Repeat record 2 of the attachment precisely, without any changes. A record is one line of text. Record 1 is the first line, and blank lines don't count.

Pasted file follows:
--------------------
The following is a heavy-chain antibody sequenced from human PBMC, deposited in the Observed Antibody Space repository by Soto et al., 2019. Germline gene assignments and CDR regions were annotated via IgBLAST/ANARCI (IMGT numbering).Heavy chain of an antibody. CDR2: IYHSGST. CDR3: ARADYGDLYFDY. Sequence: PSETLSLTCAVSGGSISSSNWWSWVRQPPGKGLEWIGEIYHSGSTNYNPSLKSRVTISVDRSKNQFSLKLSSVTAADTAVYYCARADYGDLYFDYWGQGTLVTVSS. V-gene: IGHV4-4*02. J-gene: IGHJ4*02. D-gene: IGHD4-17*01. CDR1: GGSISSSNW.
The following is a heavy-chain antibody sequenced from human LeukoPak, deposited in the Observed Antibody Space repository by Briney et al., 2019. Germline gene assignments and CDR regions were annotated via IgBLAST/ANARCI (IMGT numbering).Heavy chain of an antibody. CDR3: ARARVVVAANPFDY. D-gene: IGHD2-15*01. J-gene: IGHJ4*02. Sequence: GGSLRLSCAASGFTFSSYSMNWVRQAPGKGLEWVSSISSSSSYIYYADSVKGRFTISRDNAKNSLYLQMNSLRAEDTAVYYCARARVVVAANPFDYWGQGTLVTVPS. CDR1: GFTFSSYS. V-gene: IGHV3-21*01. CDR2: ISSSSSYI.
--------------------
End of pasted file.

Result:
The following is a heavy-chain antibody sequenced from human LeukoPak, deposited in the Observed Antibody Space repository by Briney et al., 2019. Germline gene assignments and CDR regions were annotated via IgBLAST/ANARCI (IMGT numbering).Heavy chain of an antibody. CDR3: ARARVVVAANPFDY. D-gene: IGHD2-15*01. J-gene: IGHJ4*02. Sequence: GGSLRLSCAASGFTFSSYSMNWVRQAPGKGLEWVSSISSSSSYIYYADSVKGRFTISRDNAKNSLYLQMNSLRAEDTAVYYCARARVVVAANPFDYWGQGTLVTVPS. CDR1: GFTFSSYS. V-gene: IGHV3-21*01. CDR2: ISSSSSYI.